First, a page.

Myalgic Encephalomyelitis/Chronic Fatigue Syndrome (ME/CFS)

Overview

What is chronic fatigue syndrome?

Myalgic encephalomyelitis/chronic fatigue syndrome (ME/CFS) or chronic fatigue syndrome (CFS) is a condition that causes you to feel so tired and exhausted that it interferes with your ability to complete your daily routine or even get out of bed. Your fatigue doesn’t improve with rest and gets worse after physical activity or mental exertion. Symptoms usually last for six months or longer.

A healthcare provider may refer to CFS as:

  • Myalgic encephalomyelitis (ME).
  • Systemic exertion intolerance disease (SEID).

How common is chronic fatigue syndrome?

Chronic fatigue syndrome affects an estimated 836,000 to 2.5 million people in the United States. About 90% of people who experience chronic fatigue syndrome don’t receive a diagnosis even though they live with this condition. The main barriers that prevent people from getting a diagnosis are access to healthcare and awareness of the condition.

Symptoms and Causes

What are the symptoms of chronic fatigue syndrome?

Symptoms of chronic fatigue syndrome include:

  • Severe fatigue lasting at least six months that doesn’t improve with rest or sleep.
  • Difficulty sleeping (falling or staying asleep).
  • Headaches.
  • Joint pain.
  • Muscle aches.
  • Difficulty with thinking, attention, concentration and memory.

Other symptoms of CFS include:

For many people, the symptoms of CFS resemble other conditions, like the flu. Symptoms may come and go over time and increase or decrease in severity. CFS symptoms get worse following physical exercise or strenuous mental exertion (post-exertional malaise). Many of the symptoms of CFS make daily life difficult. CFS symptoms vary widely from person to person.

What causes chronic fatigue syndrome?

Healthcare providers don’t know the exact cause of chronic fatigue syndrome. Research suggests there could be several factors that might lead to CFS:

What are the risk factors for chronic fatigue syndrome?

Women and people assigned female at birth are more likely to develop chronic fatigue syndrome than men and people assigned male at birth. Young children and teenagers can develop this condition, but it’s much more common in adults between the ages of 40 and 60.

There may be a genetic link to CFS. Studies found it can run in your biological family history. More research is necessary to determine what gene is responsible for this condition.

What are the complications of chronic fatigue syndrome?

For some people, the fatigue associated with chronic fatigue syndrome makes activities of daily living very difficult or even impossible. Research shows that only half of all people diagnosed with CFS work full-time or part-time jobs.

CFS causes depression. If you experience depression, talk with your healthcare provider. Effective treatments are available.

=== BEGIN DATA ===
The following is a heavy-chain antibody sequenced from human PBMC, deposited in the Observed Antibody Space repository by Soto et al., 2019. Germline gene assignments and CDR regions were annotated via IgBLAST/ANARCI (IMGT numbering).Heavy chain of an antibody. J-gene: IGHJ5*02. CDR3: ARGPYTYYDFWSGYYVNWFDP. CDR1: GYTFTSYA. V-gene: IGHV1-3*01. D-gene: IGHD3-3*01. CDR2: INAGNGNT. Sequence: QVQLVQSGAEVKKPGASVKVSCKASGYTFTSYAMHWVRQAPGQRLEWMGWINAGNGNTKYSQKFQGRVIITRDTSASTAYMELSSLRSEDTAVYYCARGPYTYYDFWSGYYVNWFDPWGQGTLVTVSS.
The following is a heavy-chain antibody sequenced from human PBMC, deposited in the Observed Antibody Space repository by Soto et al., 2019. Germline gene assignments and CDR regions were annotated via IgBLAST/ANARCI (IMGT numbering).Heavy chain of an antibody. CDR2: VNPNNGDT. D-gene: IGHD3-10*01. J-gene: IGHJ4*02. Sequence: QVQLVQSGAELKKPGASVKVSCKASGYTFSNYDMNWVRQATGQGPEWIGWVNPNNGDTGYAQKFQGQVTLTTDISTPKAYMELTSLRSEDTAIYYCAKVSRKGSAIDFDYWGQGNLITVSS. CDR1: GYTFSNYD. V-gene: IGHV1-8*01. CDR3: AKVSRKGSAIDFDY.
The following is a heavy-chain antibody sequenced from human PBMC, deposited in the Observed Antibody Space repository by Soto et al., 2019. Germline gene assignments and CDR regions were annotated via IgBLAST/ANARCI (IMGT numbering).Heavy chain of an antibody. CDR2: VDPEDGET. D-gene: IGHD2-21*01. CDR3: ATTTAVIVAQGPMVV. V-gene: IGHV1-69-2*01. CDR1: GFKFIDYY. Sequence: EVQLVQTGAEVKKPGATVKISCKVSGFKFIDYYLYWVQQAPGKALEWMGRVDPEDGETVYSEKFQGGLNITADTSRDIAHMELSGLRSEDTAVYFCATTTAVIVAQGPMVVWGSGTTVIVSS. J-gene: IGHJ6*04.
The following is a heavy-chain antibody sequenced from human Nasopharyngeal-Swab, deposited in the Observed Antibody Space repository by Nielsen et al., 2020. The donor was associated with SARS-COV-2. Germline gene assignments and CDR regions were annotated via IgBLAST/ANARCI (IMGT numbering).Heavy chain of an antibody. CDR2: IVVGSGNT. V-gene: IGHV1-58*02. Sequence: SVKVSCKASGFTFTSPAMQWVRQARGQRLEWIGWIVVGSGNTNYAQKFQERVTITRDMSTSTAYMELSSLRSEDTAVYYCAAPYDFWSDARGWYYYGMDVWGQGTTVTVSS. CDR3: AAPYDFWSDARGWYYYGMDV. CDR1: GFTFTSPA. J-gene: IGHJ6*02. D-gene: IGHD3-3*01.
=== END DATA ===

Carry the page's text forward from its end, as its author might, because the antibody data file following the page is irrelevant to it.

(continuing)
Diagnosis and Tests

How is chronic fatigue syndrome diagnosed?

A healthcare provider will diagnose chronic fatigue syndrome after a physical exam and mental health evaluation. There isn’t a specific test to diagnose CFS, but tests (like blood or urine tests) help your healthcare provider look for possible causes and rule out conditions with similar symptoms.

The diagnostic criteria for CFS, or the things that your healthcare provider will look for during an exam, include:

  • Severe fatigue that lasts at least six months. Fatigue doesn’t improve with rest or sleep.
  • Difficulty getting restful sleep.
  • Fatigue that gets worse after mental or physical activity.
  • Orthostatic intolerance (inability to sit up without feeling symptoms) and/or problems with cognitive function (thinking and memory).

Management and Treatment

How is chronic fatigue syndrome treated?

Treatment for chronic fatigue syndrome may include:

  • Changes to your sleep routine.
  • Medications.
  • Activity management.

The goal of treatment is to reduce your symptoms so you can regain function in your life. Some people aren’t able to regain the level of health and function they had before their diagnosis.

Sleeping routine changes

Your healthcare provider may recommend the following at-home sleeping habits to improve your rest (sleep hygiene) before prescribing medications or starting other forms of treatment. These may include:

  • Developing a regular bedtime routine, like going to bed and waking up at the same time each day.
  • Not napping for more than 30 minutes total during the day.
  • Using your bed and bedroom only for sleeping and sexual intercourse. Remove all electronics.
  • Avoid eating large meals before you go to bed. Also, avoid alcohol and caffeine before bed.

Medications for chronic fatigue syndrome

A healthcare provider may recommend medications to treat your symptoms:

  • Nonsteroidal anti-inflammatory drugs (NSAIDs) for pain.
  • Antidepressants (tricyclic) for sleep, pain and fatigue.
  • Selective serotonin reuptake inhibitors (SSRI) and serotonin-norepinephrine reuptake inhibitors (SNRI) for depression and pain relief.